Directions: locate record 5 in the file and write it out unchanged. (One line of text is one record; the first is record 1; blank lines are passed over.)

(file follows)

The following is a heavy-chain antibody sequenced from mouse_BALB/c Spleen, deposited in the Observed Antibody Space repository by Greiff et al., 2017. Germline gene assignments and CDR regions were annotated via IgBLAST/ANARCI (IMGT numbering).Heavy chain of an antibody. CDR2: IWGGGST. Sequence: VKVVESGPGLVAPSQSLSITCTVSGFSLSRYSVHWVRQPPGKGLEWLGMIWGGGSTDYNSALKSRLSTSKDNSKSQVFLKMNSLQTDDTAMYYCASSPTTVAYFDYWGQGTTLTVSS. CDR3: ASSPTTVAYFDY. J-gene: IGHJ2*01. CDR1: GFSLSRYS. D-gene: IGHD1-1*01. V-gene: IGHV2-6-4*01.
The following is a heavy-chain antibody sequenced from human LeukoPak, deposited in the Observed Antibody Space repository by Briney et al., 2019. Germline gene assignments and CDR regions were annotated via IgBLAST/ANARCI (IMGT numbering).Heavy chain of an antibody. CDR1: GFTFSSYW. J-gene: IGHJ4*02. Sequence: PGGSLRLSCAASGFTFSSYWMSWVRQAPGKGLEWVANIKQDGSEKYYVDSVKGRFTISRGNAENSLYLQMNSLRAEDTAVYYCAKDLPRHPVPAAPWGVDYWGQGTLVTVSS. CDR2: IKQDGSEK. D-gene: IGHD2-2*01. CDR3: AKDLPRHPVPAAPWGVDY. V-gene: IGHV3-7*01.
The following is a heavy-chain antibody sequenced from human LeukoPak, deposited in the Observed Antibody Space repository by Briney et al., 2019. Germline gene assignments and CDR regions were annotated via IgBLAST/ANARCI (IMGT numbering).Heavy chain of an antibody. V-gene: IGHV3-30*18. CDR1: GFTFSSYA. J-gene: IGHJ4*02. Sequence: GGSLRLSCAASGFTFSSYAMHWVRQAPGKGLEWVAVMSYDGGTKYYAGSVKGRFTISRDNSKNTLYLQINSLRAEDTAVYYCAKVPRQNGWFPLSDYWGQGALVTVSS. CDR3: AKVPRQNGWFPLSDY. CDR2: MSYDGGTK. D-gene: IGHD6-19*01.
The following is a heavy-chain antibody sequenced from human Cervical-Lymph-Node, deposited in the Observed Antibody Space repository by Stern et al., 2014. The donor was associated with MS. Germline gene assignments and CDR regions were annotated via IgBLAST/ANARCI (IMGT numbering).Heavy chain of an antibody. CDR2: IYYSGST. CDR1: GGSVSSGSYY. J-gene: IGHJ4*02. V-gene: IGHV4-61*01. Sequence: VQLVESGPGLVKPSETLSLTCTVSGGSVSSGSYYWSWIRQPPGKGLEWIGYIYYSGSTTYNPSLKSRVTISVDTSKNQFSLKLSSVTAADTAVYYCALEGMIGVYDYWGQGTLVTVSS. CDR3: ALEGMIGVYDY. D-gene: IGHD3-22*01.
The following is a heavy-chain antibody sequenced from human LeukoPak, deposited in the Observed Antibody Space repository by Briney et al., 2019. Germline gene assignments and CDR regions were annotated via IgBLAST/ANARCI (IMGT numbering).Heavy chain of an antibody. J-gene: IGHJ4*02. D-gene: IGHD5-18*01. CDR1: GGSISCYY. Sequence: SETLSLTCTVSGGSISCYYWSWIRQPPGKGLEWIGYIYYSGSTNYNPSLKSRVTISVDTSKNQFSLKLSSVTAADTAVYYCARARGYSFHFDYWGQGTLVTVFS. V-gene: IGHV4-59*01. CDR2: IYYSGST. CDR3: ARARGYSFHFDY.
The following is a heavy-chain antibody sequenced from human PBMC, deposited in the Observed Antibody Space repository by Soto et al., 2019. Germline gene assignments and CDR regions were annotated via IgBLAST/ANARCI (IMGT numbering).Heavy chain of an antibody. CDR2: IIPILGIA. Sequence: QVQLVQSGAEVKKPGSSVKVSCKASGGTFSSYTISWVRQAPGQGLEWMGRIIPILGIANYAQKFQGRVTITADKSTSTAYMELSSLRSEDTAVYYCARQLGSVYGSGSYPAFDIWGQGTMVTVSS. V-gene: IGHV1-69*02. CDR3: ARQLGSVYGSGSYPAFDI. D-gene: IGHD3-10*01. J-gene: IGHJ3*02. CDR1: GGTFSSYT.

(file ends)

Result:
The following is a heavy-chain antibody sequenced from human LeukoPak, deposited in the Observed Antibody Space repository by Briney et al., 2019. Germline gene assignments and CDR regions were annotated via IgBLAST/ANARCI (IMGT numbering).Heavy chain of an antibody. J-gene: IGHJ4*02. D-gene: IGHD5-18*01. CDR1: GGSISCYY. Sequence: SETLSLTCTVSGGSISCYYWSWIRQPPGKGLEWIGYIYYSGSTNYNPSLKSRVTISVDTSKNQFSLKLSSVTAADTAVYYCARARGYSFHFDYWGQGTLVTVFS. V-gene: IGHV4-59*01. CDR2: IYYSGST. CDR3: ARARGYSFHFDY.